Monday, July 4, 2011

Waffle Towels

I managed to finished the waffle towels just in time to get them washed (to bring up the waffle weave texture and pre-shrink them)  and photographed before I had to get everything packed and ready to go for the surprise visit to California for my mom's birthday.  The actual surprise will be at lunch time today, then we're going on a boat to watch the fireworks from the water.  One of the nice things about being born on the 4th of July is everyone makes a big fuss about your birthday!

Anyway, here are the towels.  I used cottolin from Webs, working at 24 ends per inch.  This was my first experiment working with an actual pattern (which I modified a little bit of course!) and working with stripes of color.  I did change the stripes, adding more colors.  The original pattern would have just had the outside red stripe and one less cell of waffle in between.  I wanted to add more colors to go with her kitchen so I added the yellow and brown.  Once I get everything on the loom I realized it would have looked better with brown in between each stripe, not just in the middle, and that the whole striped section should have been placed another couple of cells in from the edge, but oh well.  Next time. 

The other interesting (?) feature of the towels is the hem.  The pattern called for a one inch band of tabby weave at each end of each towel to make the hem.  Which is all well and good and sounds just fine, until I realized that waffle weave draws in more on the loom than tabby does, and also shrinks up a huge amount more than tabby does.  This is what gives it the fun waffle texture.  So the band of tabby ends up making a weird wavy shape and sort of deforming the whole shape of the towel, which is pretty obvious in the pictures but not as bad when you see them in person.  Very annoying.  Next time I do this pattern I think I will leave off the tabby hem.  Or possibly double up the weft somehow so it draws in a bit rather than fanning out.

In other news, both of the supportive gowns I was working on for myself are totally done.  Yay!  I still need to get pictures, but that will have to wait till I am back home and I can get someone to photograph me in them.  I'm not going to be able to go to Pennsic after all so there won't be any event action shots for quite awhile (probably post-surgery).  I'm very happy will how they turned out and my ability to fit the things on myself. 

I also fixed my green hose, it turns out the major issue was having cut the foot portion on the bias.  One of the extant hose that I had based the pattern on was done this way but it turned out not to work well with the combination of my foot and fabric choice.  Turning the pattern piece back to the straight of the grain and taking the toe in a bit help tremendously.  Now I know I can be a lot more aggressive in my fitting of the hose and it will still be fine.  In fact it will fit better if I fit it more snugly to begin with.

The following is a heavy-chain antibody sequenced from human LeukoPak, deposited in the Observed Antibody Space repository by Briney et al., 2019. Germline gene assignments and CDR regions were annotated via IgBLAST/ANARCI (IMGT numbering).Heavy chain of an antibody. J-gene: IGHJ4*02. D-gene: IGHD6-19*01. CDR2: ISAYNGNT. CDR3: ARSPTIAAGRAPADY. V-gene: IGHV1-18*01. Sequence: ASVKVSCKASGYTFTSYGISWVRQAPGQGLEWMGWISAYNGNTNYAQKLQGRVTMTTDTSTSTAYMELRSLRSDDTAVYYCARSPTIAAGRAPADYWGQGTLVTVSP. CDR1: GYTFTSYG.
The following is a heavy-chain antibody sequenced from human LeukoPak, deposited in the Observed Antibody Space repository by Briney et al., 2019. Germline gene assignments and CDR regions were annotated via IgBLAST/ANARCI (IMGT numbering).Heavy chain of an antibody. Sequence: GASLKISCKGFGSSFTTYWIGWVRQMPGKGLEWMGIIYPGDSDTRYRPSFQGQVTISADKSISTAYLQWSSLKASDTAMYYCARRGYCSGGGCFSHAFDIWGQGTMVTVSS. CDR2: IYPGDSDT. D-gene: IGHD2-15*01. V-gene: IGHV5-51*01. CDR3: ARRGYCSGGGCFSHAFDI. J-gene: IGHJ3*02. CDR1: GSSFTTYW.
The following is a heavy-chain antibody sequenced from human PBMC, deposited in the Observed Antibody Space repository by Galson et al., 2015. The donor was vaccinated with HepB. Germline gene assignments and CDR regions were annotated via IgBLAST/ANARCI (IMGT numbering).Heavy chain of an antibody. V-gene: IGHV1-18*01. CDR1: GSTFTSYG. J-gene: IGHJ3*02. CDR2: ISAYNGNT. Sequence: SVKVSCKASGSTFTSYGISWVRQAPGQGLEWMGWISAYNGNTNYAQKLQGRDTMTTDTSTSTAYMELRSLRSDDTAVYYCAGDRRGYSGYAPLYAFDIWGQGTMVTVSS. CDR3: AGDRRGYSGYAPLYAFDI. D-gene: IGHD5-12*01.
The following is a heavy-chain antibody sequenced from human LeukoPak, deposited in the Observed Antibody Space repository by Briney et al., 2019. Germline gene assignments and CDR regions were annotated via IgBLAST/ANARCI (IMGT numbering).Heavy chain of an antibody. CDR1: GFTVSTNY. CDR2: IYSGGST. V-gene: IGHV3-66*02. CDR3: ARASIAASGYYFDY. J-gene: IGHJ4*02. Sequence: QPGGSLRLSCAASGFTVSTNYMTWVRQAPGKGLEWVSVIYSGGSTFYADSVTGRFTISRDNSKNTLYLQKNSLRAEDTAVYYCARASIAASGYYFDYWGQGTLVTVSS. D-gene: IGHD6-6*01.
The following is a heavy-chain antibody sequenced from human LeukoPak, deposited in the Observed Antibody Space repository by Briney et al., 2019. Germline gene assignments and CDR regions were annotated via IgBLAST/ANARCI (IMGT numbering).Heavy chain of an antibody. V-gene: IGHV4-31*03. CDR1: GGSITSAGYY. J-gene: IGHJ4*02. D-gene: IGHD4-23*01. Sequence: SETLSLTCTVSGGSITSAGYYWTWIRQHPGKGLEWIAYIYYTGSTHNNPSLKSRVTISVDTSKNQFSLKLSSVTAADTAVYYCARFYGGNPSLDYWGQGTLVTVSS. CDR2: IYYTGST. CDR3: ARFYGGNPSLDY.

The fundraiser project is going well (pictures, again, will be coming after I get home next week).  I'm doing more fitted gowns.  By all reports the client is very happy.  The supportive undergown is nearly done, I just have to finish the hem and sew in the eyelets.  There will be buttons and button holes down the sleeves, but the client is casting the buttons herself so that is going to have to wait till she has done the buttons.  I've brought that with me so I can hopefully get the eyelets done while I'm visiting with my parents this week. The overgown is cut out (except for the sleeves) and should go together pretty quickly.  That will be a button-front gown with modest trumpet sleeves, again with hand-cast buttons.  I've still got to do hose and a shift, which should go pretty quickly, then it's all done!  I'm hoping I can get her to wear a veil at least for pictures, even though that's not really her thing.  It will complete the whole thing so nicely.

It looks like my next project will also be a commission, this time Italian.  I'm  in research mode, trying to decide how long I think the various parts will take and how best to construct things so the client will (a) be comfortable (b) be supported in the gown and (c) be able to get dressed on her own, all the while looking like she stepped out of a portrait.  It looks like the gowns she likes close either down the side or in back, which makes putting on the supportive layer yourself next door to impossible.  So I'm thinking and plotting and coming up with options. 


  1. HIHIHI Another thing we have do on the same time ;)

    1. Oh I'm Perline :